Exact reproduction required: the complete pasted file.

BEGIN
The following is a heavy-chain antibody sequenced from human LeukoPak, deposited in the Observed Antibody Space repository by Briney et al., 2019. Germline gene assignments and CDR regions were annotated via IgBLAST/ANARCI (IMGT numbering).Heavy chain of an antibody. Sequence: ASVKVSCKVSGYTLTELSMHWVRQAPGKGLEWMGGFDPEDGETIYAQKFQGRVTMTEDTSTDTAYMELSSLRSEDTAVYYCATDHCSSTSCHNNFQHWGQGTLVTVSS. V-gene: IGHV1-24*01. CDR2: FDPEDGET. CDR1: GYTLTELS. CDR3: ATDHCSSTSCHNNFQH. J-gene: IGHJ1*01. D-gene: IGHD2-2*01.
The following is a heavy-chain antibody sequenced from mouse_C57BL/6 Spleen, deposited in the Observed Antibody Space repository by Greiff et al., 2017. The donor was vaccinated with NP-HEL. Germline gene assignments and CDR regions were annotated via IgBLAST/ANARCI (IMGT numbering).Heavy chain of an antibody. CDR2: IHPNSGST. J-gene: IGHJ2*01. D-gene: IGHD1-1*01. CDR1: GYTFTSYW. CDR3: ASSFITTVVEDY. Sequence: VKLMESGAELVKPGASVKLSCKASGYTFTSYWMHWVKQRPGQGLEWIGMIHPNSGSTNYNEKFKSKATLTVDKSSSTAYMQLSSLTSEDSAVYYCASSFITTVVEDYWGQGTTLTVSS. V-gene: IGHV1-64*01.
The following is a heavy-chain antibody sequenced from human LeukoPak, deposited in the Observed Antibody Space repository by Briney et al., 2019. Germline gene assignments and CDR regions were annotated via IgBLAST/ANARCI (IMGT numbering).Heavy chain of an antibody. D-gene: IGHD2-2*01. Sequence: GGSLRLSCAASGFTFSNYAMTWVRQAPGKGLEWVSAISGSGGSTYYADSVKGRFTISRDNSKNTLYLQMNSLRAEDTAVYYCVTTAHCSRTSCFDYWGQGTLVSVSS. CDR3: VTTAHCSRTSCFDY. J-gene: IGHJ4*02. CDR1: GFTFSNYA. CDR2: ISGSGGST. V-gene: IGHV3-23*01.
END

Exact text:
The following is a heavy-chain antibody sequenced from human LeukoPak, deposited in the Observed Antibody Space repository by Briney et al., 2019. Germline gene assignments and CDR regions were annotated via IgBLAST/ANARCI (IMGT numbering).Heavy chain of an antibody. Sequence: ASVKVSCKVSGYTLTELSMHWVRQAPGKGLEWMGGFDPEDGETIYAQKFQGRVTMTEDTSTDTAYMELSSLRSEDTAVYYCATDHCSSTSCHNNFQHWGQGTLVTVSS. V-gene: IGHV1-24*01. CDR2: FDPEDGET. CDR1: GYTLTELS. CDR3: ATDHCSSTSCHNNFQH. J-gene: IGHJ1*01. D-gene: IGHD2-2*01.
The following is a heavy-chain antibody sequenced from mouse_C57BL/6 Spleen, deposited in the Observed Antibody Space repository by Greiff et al., 2017. The donor was vaccinated with NP-HEL. Germline gene assignments and CDR regions were annotated via IgBLAST/ANARCI (IMGT numbering).Heavy chain of an antibody. CDR2: IHPNSGST. J-gene: IGHJ2*01. D-gene: IGHD1-1*01. CDR1: GYTFTSYW. CDR3: ASSFITTVVEDY. Sequence: VKLMESGAELVKPGASVKLSCKASGYTFTSYWMHWVKQRPGQGLEWIGMIHPNSGSTNYNEKFKSKATLTVDKSSSTAYMQLSSLTSEDSAVYYCASSFITTVVEDYWGQGTTLTVSS. V-gene: IGHV1-64*01.
The following is a heavy-chain antibody sequenced from human LeukoPak, deposited in the Observed Antibody Space repository by Briney et al., 2019. Germline gene assignments and CDR regions were annotated via IgBLAST/ANARCI (IMGT numbering).Heavy chain of an antibody. D-gene: IGHD2-2*01. Sequence: GGSLRLSCAASGFTFSNYAMTWVRQAPGKGLEWVSAISGSGGSTYYADSVKGRFTISRDNSKNTLYLQMNSLRAEDTAVYYCVTTAHCSRTSCFDYWGQGTLVSVSS. CDR3: VTTAHCSRTSCFDY. J-gene: IGHJ4*02. CDR1: GFTFSNYA. CDR2: ISGSGGST. V-gene: IGHV3-23*01.